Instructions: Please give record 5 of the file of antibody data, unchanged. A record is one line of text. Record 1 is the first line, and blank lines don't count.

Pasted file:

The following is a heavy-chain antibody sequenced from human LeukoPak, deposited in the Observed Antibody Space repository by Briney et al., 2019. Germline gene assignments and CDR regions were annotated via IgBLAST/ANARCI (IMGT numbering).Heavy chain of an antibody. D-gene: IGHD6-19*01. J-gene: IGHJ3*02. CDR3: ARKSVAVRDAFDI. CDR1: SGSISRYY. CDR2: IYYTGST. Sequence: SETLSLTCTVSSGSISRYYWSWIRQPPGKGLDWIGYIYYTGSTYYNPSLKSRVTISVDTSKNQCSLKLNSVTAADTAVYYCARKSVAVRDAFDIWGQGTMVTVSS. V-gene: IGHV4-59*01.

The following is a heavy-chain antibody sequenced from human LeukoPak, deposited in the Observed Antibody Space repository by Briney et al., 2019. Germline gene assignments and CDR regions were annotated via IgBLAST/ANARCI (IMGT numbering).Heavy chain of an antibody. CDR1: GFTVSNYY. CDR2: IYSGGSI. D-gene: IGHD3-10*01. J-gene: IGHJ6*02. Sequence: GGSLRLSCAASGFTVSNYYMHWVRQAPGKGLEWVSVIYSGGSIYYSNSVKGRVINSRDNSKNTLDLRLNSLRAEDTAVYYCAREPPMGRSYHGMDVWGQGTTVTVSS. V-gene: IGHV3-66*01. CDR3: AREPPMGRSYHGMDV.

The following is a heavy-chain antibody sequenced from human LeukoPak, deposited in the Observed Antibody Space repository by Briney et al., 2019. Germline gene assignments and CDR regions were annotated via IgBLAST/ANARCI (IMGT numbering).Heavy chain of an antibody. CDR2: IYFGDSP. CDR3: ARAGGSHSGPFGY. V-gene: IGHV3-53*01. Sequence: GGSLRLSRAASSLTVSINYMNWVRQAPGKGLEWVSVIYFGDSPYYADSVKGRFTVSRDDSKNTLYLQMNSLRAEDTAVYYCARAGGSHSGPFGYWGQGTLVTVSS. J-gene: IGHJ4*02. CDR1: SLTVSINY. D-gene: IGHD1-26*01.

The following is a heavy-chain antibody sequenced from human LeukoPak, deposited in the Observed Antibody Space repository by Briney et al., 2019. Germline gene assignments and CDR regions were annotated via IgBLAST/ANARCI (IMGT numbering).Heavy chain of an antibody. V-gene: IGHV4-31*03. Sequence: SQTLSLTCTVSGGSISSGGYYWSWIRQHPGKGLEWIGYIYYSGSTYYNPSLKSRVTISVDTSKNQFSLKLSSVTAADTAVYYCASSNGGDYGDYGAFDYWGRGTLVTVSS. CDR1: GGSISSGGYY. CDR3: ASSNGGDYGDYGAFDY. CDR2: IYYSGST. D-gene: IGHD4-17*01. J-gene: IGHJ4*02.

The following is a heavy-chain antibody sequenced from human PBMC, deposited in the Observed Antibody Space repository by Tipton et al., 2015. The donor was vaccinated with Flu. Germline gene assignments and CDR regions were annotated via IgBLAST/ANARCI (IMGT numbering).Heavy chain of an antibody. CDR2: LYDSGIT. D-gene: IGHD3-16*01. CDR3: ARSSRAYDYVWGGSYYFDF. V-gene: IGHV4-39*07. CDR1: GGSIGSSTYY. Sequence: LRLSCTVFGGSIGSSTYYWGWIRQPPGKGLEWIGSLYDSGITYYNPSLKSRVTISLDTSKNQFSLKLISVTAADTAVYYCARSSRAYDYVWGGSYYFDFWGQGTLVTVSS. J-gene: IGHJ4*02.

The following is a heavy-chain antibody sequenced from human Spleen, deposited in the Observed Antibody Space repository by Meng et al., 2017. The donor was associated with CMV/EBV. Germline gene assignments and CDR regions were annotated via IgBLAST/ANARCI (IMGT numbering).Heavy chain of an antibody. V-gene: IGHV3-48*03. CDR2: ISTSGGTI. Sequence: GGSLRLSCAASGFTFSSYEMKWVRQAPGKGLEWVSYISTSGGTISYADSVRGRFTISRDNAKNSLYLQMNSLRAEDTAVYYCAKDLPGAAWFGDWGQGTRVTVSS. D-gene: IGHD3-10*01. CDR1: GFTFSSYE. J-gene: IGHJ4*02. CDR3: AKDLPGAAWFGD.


The following is a heavy-chain antibody sequenced from human PBMC, deposited in the Observed Antibody Space repository by Tipton et al., 2015. The donor was vaccinated with Flu. Germline gene assignments and CDR regions were annotated via IgBLAST/ANARCI (IMGT numbering).Heavy chain of an antibody. CDR2: LYDSGIT. D-gene: IGHD3-16*01. CDR3: ARSSRAYDYVWGGSYYFDF. V-gene: IGHV4-39*07. CDR1: GGSIGSSTYY. Sequence: LRLSCTVFGGSIGSSTYYWGWIRQPPGKGLEWIGSLYDSGITYYNPSLKSRVTISLDTSKNQFSLKLISVTAADTAVYYCARSSRAYDYVWGGSYYFDFWGQGTLVTVSS. J-gene: IGHJ4*02.